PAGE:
Peter is a national living treasure, and we were treated to an intimate evening with a live cello performance of his work Requiem by Tasmanian Symphony Orchestra principal cellist Sue-Ellen Paulsen as well as listening to recordings of some of his works with Peter sharing his inspirations for writing these compositions.
He is a strong supporter of Greening Australia, with his compositions inspired by Australian landscapes. Peter liked GA’s vision to restore Australian landscapes at a scale that could be seen from space and is inspired to compose a symphony about it, although he added it would be almost as challenging to compose a symphony about this as it would be to restore Australia’s landscapes at this scale!
The recital and talk were organised to raise money to support Greening Australia in developing a science and ecology learning centre at Mount Nelson in Hobart. The learning centre, which is being developed by the CSIRO, Independent Schools, Catholic Schools Association and the Tasmanian Education Department, aims to offer every Tasmanian school pupil a window into science and ecology.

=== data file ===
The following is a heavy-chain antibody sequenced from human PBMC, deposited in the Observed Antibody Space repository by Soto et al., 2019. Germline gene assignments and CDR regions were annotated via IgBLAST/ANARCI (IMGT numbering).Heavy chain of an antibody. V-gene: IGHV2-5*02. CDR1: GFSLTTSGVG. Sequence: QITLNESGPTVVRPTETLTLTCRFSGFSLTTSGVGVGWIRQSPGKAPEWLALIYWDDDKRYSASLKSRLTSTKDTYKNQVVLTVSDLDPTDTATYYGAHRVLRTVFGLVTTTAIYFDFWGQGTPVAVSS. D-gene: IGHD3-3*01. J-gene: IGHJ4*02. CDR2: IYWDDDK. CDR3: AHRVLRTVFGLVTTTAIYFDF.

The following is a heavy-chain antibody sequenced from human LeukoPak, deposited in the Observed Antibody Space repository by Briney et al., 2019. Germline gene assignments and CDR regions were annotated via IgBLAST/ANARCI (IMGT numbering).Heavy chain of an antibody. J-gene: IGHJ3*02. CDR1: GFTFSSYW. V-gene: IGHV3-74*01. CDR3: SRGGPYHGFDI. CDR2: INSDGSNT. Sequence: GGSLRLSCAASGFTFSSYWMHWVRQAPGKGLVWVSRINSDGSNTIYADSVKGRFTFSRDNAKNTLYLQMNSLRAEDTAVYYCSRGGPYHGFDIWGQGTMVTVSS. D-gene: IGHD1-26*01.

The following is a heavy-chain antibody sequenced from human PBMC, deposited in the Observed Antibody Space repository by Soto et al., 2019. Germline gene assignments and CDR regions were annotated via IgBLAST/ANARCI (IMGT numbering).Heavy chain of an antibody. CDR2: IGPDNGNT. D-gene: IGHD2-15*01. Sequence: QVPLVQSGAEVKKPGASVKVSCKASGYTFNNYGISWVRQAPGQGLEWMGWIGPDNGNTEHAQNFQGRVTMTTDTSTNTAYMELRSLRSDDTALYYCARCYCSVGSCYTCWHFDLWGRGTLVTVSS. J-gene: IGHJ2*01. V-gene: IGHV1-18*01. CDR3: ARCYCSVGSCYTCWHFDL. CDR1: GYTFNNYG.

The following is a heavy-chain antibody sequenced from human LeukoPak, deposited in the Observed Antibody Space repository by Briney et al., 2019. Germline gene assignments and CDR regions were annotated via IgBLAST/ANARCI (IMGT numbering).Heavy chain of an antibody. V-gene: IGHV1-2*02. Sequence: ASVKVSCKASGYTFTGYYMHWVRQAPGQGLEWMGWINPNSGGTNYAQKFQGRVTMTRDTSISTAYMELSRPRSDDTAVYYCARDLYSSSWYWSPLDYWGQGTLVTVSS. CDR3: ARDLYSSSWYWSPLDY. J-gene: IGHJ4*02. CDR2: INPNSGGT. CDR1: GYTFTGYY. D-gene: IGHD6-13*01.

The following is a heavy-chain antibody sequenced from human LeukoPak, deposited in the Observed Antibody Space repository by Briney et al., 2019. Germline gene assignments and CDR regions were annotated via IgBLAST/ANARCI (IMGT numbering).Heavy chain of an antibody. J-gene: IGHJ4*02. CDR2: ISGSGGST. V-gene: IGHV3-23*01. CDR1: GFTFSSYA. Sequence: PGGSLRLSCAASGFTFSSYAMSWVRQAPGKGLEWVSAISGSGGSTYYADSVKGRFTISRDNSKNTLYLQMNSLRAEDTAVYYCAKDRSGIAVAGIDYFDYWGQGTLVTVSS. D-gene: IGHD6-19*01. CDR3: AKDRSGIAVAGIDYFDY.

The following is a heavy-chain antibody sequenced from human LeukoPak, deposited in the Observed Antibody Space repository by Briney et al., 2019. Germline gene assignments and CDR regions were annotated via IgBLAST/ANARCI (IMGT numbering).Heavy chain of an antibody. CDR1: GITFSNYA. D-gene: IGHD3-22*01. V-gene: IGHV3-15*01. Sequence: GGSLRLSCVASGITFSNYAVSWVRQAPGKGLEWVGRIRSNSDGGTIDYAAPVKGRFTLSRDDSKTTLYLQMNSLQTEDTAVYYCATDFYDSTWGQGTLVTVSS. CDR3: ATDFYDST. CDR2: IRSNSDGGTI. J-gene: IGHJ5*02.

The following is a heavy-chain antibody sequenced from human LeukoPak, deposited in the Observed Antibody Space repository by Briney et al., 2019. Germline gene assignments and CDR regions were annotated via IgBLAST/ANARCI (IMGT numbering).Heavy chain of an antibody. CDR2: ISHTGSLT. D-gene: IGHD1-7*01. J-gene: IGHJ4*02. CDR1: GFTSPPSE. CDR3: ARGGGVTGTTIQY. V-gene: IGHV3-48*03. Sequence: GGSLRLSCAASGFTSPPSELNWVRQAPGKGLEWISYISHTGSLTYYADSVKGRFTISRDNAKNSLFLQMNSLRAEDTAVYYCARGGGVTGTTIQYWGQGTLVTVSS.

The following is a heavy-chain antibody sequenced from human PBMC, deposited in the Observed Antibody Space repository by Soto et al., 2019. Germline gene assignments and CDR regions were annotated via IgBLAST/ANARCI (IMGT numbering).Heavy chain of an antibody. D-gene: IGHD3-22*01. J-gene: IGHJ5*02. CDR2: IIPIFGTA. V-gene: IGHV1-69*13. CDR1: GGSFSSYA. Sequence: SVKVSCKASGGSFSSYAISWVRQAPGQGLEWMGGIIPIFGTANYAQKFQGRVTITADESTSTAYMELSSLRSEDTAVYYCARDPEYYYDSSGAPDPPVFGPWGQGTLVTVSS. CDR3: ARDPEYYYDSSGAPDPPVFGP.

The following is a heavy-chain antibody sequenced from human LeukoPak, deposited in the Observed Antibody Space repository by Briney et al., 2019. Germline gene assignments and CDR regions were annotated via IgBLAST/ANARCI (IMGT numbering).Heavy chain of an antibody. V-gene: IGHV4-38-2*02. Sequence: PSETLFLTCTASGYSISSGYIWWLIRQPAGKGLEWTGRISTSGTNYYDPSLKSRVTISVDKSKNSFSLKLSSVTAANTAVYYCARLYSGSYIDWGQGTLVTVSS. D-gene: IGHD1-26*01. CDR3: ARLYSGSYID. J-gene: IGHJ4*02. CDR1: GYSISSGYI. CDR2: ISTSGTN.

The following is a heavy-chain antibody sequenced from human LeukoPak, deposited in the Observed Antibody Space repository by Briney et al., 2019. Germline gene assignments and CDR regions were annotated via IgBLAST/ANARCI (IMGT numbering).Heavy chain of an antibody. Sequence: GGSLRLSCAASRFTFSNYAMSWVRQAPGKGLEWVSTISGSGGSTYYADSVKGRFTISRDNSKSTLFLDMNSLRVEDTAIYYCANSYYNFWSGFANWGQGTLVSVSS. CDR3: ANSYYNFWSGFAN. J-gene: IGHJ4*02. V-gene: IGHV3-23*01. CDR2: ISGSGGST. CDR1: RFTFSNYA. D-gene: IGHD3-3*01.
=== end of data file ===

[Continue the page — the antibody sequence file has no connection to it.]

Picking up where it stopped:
Greening Australia board member and Tasmanian vice-president Carol Westmore said: ''Our hope is that the centre will help to inspire primary school aged children to better understand their environment and natural resource management, and maybe go on to consider science as a career.''
''The centre will be the first six-star green-star development in Tasmania,'' she said. ''It is being built from recycled materials using new technologies and should be completed by July.''
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